With your knowledge of C#, you write code once and Xamarin compiles your code for the intended platform.

Web Applications

There are many web sites developed to run under the .Net Framework. These sites still need to be managed and enhanced. Businesses have invested millions of dollars in their sites and there is a need to keep these sites working correctly. If you know C# with experience in the ASP.NET web application framework, I assured you that there will be enough jobs for the years to come.

So who is using this framework? Some of the companies using ASP.NET are: US Airways, Bing, Msnbc, Kelley Blue Book, 3M and many others.

Open Source Initiatives

In November 2014, Microsoft announced in New York that many components that are part of the .NET framework are released in github as open source. See Scott Hanselman’s blog for a complete listing of projects and initiatives taken by Microsoft to make ASP.NET 5 cross platform. Along with these changes, Visual Studio Community is now available for students and open source developers. There is also a new .NET Core CLR for Linux, Mac, and Linux. If you want to see the changes, go to the github dotnet page. I believe these changes by Microsoft allows for more innovation. And with innovation, we will see new products and also improvement to the existing .NET framework.


I believe C# is an excellent programming language to conquere the world of software development. There are sites developed in the ASP.NET web framework that still need maintenance and enhancement. With the recent rise of mobile development, your C# skills will allow you to write cross-platform apps with Xamarin. The open source movement by Microsoft has taken a major change for C# developers. It will allow you to write cross platform on any OS.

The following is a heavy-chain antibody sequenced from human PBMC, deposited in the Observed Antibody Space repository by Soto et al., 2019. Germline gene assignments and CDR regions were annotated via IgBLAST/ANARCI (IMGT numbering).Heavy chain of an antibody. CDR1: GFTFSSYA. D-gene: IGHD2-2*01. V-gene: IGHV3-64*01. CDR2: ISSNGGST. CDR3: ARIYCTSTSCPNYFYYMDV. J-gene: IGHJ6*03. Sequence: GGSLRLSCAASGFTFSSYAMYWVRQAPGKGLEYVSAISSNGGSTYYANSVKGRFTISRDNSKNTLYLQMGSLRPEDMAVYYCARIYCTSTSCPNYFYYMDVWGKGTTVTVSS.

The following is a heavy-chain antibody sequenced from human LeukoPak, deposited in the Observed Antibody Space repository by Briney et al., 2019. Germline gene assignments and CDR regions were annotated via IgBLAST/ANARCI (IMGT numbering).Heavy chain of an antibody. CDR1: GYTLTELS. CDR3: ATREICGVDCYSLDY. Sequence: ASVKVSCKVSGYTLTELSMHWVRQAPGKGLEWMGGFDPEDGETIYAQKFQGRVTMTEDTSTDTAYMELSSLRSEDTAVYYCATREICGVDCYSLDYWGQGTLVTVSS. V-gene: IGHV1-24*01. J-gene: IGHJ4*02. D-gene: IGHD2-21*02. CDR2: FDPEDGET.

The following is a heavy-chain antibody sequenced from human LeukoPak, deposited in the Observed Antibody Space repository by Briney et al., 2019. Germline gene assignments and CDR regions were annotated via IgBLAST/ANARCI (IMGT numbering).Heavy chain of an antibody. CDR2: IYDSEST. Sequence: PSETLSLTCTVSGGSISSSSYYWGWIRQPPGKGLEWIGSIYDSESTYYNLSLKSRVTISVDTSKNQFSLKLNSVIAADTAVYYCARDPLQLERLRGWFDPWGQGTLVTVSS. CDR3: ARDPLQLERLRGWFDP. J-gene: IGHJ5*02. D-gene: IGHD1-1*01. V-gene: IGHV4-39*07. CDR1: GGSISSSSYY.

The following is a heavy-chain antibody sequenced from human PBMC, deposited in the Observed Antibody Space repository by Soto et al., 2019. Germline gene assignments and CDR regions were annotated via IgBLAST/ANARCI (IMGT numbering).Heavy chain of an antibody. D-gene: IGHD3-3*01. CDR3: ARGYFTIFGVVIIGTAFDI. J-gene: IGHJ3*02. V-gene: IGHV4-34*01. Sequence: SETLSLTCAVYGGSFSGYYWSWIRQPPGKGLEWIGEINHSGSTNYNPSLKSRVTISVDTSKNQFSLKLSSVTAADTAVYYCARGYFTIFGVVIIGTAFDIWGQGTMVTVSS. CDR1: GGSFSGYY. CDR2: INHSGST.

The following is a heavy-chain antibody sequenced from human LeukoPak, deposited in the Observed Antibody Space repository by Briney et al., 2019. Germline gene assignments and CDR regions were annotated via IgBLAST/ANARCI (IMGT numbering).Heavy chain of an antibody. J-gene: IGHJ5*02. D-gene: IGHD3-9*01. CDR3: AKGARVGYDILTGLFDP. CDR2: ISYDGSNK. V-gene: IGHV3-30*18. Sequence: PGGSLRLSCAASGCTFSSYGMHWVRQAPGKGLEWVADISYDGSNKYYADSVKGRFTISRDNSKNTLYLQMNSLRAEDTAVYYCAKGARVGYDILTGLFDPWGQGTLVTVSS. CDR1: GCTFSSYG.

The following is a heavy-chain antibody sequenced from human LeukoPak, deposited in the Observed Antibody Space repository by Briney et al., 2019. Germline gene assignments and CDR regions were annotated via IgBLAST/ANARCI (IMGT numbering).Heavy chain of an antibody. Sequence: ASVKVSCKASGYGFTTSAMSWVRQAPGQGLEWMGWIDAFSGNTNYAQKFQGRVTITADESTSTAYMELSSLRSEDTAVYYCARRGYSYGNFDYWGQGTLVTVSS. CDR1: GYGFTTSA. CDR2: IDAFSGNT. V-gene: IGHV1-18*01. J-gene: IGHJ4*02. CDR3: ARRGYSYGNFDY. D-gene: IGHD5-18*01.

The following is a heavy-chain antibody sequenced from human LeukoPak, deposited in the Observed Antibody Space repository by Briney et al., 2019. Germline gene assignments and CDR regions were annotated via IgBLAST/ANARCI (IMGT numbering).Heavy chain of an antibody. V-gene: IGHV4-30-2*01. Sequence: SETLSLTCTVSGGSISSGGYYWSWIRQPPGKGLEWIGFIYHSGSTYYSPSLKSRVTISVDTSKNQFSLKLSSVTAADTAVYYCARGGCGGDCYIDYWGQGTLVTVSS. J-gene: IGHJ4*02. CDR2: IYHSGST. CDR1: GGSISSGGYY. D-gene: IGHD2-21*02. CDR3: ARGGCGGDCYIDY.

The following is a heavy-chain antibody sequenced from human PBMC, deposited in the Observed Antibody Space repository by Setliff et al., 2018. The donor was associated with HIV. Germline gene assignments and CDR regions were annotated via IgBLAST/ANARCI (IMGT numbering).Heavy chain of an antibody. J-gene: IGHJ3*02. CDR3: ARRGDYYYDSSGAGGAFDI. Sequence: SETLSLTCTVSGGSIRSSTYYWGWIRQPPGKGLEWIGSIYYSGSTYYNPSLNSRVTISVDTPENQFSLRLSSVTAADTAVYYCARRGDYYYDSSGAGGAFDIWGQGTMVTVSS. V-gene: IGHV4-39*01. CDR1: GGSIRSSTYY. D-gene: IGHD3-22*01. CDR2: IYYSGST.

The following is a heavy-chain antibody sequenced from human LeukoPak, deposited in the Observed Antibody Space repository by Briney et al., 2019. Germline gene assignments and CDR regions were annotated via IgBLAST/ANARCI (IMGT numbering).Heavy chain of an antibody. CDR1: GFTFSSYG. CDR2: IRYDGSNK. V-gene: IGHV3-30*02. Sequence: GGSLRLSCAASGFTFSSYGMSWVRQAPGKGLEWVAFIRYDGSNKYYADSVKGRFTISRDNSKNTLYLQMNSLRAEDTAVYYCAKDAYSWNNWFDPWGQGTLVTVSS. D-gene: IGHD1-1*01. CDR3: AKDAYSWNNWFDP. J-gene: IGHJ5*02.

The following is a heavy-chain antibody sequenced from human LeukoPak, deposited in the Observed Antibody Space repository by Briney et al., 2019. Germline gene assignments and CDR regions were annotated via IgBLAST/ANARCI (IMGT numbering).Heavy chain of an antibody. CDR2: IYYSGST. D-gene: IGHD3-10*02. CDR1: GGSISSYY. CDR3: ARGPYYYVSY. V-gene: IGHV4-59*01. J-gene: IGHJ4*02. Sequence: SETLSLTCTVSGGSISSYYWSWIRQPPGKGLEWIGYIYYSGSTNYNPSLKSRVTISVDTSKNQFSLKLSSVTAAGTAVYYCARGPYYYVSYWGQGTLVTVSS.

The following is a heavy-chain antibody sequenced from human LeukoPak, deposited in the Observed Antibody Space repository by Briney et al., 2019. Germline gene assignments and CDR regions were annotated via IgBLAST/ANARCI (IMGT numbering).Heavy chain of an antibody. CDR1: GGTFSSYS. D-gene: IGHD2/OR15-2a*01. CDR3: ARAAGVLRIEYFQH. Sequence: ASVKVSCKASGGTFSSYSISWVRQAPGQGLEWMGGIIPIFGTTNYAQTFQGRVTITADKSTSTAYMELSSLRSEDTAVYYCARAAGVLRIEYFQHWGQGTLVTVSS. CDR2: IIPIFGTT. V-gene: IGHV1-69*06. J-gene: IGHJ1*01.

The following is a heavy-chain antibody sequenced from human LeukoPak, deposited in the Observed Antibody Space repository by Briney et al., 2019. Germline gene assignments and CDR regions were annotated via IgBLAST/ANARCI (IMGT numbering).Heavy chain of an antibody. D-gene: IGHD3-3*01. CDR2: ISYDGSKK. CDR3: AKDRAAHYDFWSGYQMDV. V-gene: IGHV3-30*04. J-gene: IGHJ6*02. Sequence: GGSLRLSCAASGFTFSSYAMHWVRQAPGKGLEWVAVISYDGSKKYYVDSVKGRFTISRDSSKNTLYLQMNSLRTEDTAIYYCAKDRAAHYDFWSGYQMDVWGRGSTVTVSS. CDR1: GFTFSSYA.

Book giveaway – Professional ASP.NET 2.0 Security, Membership, and Role Management

Pro ASP.NET 2.0 Security

I’m giving away a book written by Stefan Schackow titled Professional ASP.NET 2.0 Security, Membership, and Role Management.  I no longer used this book and want to help other software developers using ASP.NET 2.0. To have a chance to win this book, write a comment below stating how you are helping others. Let me know how you are helping the next generation of software developers / engineers. You probably speak at conferences or teach programming in your community.

This offer is only available to people that live in the United States. I will choose a winner on Christmas day.

.Net ASP.NET Beginners

How I learned .Net

I graduated from Southern Methodist University in 2001 with a bachelors degree in Management Information Systems. During my studies, I took classes in HTML, Javascript, Visual Basic 6 and Java. I interviewed with different companies but was unable to secure a full-time job in IT. So I decided to help my parents with their small furniture store in Dallas, TX.

While working at the furniture store, I learned so much about running a business. I learned about marketing, sales, accounting, managing people, and of course about IT. However, my desire was to work as a software developer. So I decided to learn .Net framework and specifically

At the beginning I read many articles online about this new framework created by microsoft. .Net framework was the buzz word and I knew I had to learn it to secure a job as a software developer.

It was time to take action and start writing code. The online articles helped me a lot to understand the basics but I needed a mentor, a guide to write my first .net application. To accomplish that task, I bought this book:

Beginning ASP.NET 1.1 with Visual C# .NET 2003 by Wrox.

With the help of this book, I was able to setup my development environment and create my first site for the furniture store.

I highly recommend the books by Wrox specially the beginning series because they walk you step by step in learning a new programming language or framework.

I hope this article inspires other developers to start learning and creating projects.